The A12X Bionic chip is more than capable of ensuring that this slate feels fast and it will multitask faultlessly for a number of years before showing any major signs of degradation. The option of up to 1TB of local storage also means you’ll be unlikely to fill up the Pro anytime soon.
The 11-inch model offers greater portability than any other Pro, considering the size/performance balance it strikes. Plus, added extras such as Apple Pencil 2 support and the newly tailored folio covers for the tablet’s redesigned smart connector also extend its creativity and productivity capabilities yet further. Note, too, the switch to USB-C adds greater versatility to the overall package.
Still too much money? Then 2018’s 6th-generation iPad will get you most of the way there for less than half the price – and it won’t feel dated for at least another year.
iPad/iPad Pro competitors
Apple has made sure that if you’re considering a tablet purchase then an iPad will be at the top of your list. However, these stylish slates aren’t a perfect fit for everyone. If you’re not locked into the Apple ecosystem then an iPad might hold little appeal. If this is the case then there are a couple of alternatives worth looking into.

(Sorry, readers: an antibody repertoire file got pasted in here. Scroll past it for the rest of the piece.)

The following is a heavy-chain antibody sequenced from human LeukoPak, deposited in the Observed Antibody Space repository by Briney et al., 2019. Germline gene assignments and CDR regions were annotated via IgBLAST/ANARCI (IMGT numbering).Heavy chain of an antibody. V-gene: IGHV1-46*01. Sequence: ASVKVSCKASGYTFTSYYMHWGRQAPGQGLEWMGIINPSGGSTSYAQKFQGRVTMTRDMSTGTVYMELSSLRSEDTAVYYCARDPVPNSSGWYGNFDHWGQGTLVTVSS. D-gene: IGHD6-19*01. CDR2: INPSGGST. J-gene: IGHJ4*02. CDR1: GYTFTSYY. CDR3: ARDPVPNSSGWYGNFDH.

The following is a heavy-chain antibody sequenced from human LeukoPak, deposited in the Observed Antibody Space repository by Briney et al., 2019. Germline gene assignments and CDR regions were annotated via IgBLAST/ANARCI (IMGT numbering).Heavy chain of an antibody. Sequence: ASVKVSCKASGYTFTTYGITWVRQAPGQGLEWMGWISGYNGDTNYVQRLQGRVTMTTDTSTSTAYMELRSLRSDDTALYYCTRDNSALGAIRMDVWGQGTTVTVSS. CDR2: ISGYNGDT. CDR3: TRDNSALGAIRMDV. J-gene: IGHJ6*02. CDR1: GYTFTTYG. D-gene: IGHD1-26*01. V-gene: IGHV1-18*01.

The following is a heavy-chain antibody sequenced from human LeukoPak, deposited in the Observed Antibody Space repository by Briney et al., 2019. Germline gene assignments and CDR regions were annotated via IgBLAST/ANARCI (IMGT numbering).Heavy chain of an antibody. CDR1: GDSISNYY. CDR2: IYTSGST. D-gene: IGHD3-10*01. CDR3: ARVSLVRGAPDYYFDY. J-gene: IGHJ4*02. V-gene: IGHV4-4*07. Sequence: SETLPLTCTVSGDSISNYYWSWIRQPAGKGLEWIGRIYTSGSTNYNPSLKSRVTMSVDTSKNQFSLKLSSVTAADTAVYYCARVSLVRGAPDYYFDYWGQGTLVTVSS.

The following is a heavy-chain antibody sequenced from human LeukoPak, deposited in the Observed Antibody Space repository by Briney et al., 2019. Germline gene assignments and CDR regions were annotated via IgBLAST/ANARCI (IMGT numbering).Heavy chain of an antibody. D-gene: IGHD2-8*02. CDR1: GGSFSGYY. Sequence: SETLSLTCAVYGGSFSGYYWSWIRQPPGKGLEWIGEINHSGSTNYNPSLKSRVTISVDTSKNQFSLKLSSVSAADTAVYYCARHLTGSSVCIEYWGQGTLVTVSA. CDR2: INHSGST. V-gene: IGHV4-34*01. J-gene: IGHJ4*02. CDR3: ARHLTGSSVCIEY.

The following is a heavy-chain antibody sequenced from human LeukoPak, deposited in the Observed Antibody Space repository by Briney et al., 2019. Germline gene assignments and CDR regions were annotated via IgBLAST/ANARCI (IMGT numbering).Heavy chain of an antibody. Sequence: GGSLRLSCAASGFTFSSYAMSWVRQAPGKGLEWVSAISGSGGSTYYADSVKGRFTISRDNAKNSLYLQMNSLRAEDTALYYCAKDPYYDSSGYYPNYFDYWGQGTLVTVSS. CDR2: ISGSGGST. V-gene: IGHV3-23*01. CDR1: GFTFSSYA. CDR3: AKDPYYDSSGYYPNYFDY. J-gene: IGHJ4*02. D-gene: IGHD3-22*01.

Samsung Galaxy Tab S4
Samsung’s 2018 tablet of choice offers the same focus as Apple’s iPad Pro line: a premium build with its strengths in entertainment, creativity and productivity. Like the Pro line, the Tab S4 can be paired with an additional folio keyboard. Samsung includes its own S Pen stylus in the box, which means that sketching, annotation and general digital art are feasible as part of the base price.